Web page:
Carolyn A. Maher, Rutgers University-New
Arthur B. Powell, Rutgers University-Newark
Marjory F. Palius, Rutgers University-New Brunswick
Scholarly work at the Robert B. Davis Institute for Learning (RBDIL) focuses on the nexus of research and educational practice, particularly issues of learning and teaching in the content area of mathematics. Its mission is threefold: (1) to conduct detailed studies over time and across a variety of educational settings to identify how individual learners and groups of learners construct mathematical and forms of reasoning; (2) to understand how technology shapes and is shaped by learners mathematical activity; and (3) to use findings and products of research in teacher education to informing the design of learning environments and promoting instructional practices through which students develop critical thinking and reasoning abilities grounded in their understanding of mathematics. A particular strength of the Davis Institute is fostering innovative and academically robust collaborations that bridge boundaries of departments, campuses, institutions, and nations. Intellectual leadership emanates from Rutgers University-New Brunswick and Rutgers University-Newark, and faculty from diverse departments--computer science, digital library systems, educational psychology, learning and teaching, mathematics, statistics, and urban education--are among the Davis Institute's research scientists. Its collaborative partners include faculty researchers at universities in the United States and internationally, as well as school personnel who participate in research and professional learning opportunities.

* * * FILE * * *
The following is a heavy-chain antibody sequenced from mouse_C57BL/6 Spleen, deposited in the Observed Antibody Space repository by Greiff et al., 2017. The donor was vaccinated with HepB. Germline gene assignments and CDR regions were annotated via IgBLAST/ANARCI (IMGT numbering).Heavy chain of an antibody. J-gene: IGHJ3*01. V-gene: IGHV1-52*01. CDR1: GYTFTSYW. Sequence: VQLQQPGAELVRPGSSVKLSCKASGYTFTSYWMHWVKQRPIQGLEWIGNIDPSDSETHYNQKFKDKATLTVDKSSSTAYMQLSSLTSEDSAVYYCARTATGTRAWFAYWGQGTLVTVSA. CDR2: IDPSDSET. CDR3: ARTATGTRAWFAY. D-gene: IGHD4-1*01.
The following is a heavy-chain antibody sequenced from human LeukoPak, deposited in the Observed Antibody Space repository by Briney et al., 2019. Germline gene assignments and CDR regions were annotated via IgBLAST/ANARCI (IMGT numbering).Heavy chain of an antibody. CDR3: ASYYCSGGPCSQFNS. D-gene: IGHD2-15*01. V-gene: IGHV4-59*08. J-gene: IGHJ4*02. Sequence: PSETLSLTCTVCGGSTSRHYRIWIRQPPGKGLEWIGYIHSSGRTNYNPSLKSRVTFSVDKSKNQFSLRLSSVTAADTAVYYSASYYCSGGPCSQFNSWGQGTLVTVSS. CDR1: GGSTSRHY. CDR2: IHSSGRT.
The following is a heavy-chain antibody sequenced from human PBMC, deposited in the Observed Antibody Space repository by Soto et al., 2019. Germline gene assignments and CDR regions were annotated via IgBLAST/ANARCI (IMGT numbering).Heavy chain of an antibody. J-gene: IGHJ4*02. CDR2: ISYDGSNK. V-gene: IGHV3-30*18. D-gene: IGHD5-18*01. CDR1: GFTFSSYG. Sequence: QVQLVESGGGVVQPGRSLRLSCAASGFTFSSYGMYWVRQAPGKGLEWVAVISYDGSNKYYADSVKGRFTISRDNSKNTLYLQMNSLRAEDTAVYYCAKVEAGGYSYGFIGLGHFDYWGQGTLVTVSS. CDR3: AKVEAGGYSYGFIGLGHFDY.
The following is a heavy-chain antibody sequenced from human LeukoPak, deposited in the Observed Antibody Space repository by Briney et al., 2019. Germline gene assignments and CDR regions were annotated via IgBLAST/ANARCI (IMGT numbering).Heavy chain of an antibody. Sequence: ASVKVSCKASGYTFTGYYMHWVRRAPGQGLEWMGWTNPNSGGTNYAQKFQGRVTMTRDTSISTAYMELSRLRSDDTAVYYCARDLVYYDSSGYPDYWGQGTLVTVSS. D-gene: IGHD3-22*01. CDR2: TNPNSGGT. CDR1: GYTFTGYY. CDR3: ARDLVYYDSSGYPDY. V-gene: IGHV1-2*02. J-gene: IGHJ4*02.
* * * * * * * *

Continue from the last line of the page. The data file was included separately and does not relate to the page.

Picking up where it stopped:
Graduate students at Rutgers pursuing an Ed.M., an Ed.D., or a Ph.D. degree are active partners in research and teacher development initiatives through working with faculty affiliated with the RBDIL Institute. They are introduced to research through innovative, technology-rich courses taught by our faculty, initially designed for study contexts and subsequently institutionalized. Projects include: multiple longitudinal studies on the development of mathematical ideas and ways of reasoning; teacher learning about student reasoning from videos; eMath studies of collaborative problem solving in online environments and with tools of dynamic mathematics; cyber-enabled design research using videos on children's learning in pre-service and in-service teacher education; and cyber-learning studies on the construction of multimedia artifacts, such as creating video narratives, that utilize a major video collection from more than a quarter century of research at the RBDIL.
For additional information, contact Carolyn Maher, Robert B. Davis Institute for Learning, Rutgers, The State University of New Jersey, 10 Seminary Place, New Brunswick, NJ 08901-1183 (phone: 848-932-0802, or email: